08 March 2010

Aftermath: The Academy Awards for the Year 2009

Well, it's happened: The Academy of Motion Picture Arts & Sciences (AMPAS) has committed yet another (see here) devastating assault on its own integrity, when it last night chose to present its statuettes designed to recognize "achievement" to several individuals all of whom achieved less than a cheese grater's end-product: cheese cheese and more cheese. Monumental self-immolations on the part of AMPAS like last night's statuette-presentations are, unfortunately, about par for the course nowadays; and so, while perpetually aggravating and embarrassing, such vulgar commissions nevertheless register now with a grotesque familiarity, much like a lactose-intolerant individual's familiar groan-inducing rumbling after having indulged quite deliriously in similar dairy-based products instead of having soberly abjured from them for the infinitely wiser choice of soy greens and Carey Mulligan.


The saddest effect of this self-devastation is that there now will be people who simply by the reputation of the indulger's prudent mask earnestly believe that Geoffrey Fletcher did adapt what became "the greatest achievement in screenwriting" in the year in film 2009, that Argentina did proffer what became "the greatest achievement in foreign-language film-making" in the year in film 2009, and - travesty of travesties - that Sandra Bullock did display what became "the greatest achievement in acting by a leading female" in the year in film 2009. How utterly misguided such people will be, duped by the mask of earlier years and more prudent statuette-presentations that seals the Academy in the minds and the hearts of such an adoring public ad perpetuum, away from any serious critique, any well-reasoned lambaste, and any plucky revile wherefore repeated demerits would not be shuffled under the carpet or else rebranded into "that high-shelf classic" that deserves its gathering devotees. And how the public willingly accepts such misguidance year after year, when the seriously deserving nominees (e. g., Kate Winslet, Peter O'Toole) must jump through hoops to even hope to receive what the likes of Ms. Bullock have received merely by having a hit smile, is beyond my comprehension.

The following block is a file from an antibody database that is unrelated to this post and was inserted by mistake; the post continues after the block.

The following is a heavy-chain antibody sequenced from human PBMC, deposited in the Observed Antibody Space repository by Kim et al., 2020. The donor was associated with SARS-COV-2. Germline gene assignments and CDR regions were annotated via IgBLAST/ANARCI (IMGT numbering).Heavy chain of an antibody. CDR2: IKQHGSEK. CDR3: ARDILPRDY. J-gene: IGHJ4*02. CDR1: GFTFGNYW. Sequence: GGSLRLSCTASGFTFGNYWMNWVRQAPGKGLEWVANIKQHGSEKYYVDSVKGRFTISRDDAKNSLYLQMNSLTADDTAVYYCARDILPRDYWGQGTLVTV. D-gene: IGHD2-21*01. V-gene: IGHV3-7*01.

How similarly would either group feel, I wonder, AMPAS or its duped devotees, if the Golden Raspberry Awards, also annually held, too presented its statuettes, designed to recognize utter lack of achievement, nationally publicly and on TV and too made it known that its counterpart statuette (for the least achievement in acting by a leading female in the year in film 2009) has been presented to none other than the woman very same? I shudder to think that they wouldn't even care:

The Oscar to the Razzie-winning actress this year, AMPAS? A new low? Well, OK, if you're sure....

07 March 2010

The 11 Best Films of the Year in Film 2009